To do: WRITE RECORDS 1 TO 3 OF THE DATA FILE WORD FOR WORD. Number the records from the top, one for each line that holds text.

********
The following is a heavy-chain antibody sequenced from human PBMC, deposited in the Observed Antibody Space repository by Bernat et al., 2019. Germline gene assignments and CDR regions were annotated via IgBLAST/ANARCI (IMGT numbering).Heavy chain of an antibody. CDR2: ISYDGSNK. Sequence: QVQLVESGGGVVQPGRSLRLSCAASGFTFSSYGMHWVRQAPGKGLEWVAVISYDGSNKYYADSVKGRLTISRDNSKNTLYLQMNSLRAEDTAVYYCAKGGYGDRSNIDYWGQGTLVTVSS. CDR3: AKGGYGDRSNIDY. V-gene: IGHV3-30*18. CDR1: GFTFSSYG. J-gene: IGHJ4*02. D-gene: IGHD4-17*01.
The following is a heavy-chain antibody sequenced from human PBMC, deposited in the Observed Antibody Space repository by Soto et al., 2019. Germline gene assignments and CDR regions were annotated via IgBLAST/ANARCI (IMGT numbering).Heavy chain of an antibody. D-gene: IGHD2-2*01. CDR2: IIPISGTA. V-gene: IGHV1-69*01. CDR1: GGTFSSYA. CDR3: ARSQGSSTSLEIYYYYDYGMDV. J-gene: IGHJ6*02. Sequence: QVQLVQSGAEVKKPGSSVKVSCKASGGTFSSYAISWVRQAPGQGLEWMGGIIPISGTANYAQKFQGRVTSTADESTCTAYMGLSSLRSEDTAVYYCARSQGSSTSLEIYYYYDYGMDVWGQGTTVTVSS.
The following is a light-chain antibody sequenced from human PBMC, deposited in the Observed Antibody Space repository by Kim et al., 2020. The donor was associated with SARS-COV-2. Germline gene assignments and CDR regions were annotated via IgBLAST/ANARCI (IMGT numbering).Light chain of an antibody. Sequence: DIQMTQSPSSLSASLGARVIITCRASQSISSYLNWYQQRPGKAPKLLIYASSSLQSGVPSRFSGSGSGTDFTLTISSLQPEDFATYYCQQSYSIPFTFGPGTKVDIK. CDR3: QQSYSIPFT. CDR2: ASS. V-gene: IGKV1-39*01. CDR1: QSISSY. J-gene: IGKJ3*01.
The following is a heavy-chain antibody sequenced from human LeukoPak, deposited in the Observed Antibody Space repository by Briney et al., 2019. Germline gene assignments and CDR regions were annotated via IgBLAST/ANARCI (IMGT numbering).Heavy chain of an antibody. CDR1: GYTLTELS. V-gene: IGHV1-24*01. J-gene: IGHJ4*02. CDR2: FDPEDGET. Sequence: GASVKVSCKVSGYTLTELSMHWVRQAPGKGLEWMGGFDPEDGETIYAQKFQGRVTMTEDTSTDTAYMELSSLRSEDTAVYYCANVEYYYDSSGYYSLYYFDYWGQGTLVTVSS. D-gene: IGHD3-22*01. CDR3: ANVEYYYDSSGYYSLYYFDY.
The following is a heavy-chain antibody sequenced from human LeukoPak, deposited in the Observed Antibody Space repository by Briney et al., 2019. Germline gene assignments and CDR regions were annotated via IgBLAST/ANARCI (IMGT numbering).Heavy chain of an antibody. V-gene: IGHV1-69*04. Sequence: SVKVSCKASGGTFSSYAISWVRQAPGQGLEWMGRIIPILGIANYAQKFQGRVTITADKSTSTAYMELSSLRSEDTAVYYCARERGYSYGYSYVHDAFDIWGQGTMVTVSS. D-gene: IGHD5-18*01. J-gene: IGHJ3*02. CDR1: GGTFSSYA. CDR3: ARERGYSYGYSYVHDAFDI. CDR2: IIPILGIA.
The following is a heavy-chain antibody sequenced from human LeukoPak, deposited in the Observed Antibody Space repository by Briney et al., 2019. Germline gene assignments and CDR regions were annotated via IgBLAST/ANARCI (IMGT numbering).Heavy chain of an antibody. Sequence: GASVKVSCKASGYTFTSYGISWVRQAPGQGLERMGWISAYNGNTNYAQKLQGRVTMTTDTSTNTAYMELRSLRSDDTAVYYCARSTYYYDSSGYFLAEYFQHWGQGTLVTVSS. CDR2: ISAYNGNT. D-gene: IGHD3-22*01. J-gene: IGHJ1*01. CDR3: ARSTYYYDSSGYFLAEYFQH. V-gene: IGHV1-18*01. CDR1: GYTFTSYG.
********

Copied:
The following is a heavy-chain antibody sequenced from human PBMC, deposited in the Observed Antibody Space repository by Bernat et al., 2019. Germline gene assignments and CDR regions were annotated via IgBLAST/ANARCI (IMGT numbering).Heavy chain of an antibody. CDR2: ISYDGSNK. Sequence: QVQLVESGGGVVQPGRSLRLSCAASGFTFSSYGMHWVRQAPGKGLEWVAVISYDGSNKYYADSVKGRLTISRDNSKNTLYLQMNSLRAEDTAVYYCAKGGYGDRSNIDYWGQGTLVTVSS. CDR3: AKGGYGDRSNIDY. V-gene: IGHV3-30*18. CDR1: GFTFSSYG. J-gene: IGHJ4*02. D-gene: IGHD4-17*01.
The following is a heavy-chain antibody sequenced from human PBMC, deposited in the Observed Antibody Space repository by Soto et al., 2019. Germline gene assignments and CDR regions were annotated via IgBLAST/ANARCI (IMGT numbering).Heavy chain of an antibody. D-gene: IGHD2-2*01. CDR2: IIPISGTA. V-gene: IGHV1-69*01. CDR1: GGTFSSYA. CDR3: ARSQGSSTSLEIYYYYDYGMDV. J-gene: IGHJ6*02. Sequence: QVQLVQSGAEVKKPGSSVKVSCKASGGTFSSYAISWVRQAPGQGLEWMGGIIPISGTANYAQKFQGRVTSTADESTCTAYMGLSSLRSEDTAVYYCARSQGSSTSLEIYYYYDYGMDVWGQGTTVTVSS.
The following is a light-chain antibody sequenced from human PBMC, deposited in the Observed Antibody Space repository by Kim et al., 2020. The donor was associated with SARS-COV-2. Germline gene assignments and CDR regions were annotated via IgBLAST/ANARCI (IMGT numbering).Light chain of an antibody. Sequence: DIQMTQSPSSLSASLGARVIITCRASQSISSYLNWYQQRPGKAPKLLIYASSSLQSGVPSRFSGSGSGTDFTLTISSLQPEDFATYYCQQSYSIPFTFGPGTKVDIK. CDR3: QQSYSIPFT. CDR2: ASS. V-gene: IGKV1-39*01. CDR1: QSISSY. J-gene: IGKJ3*01.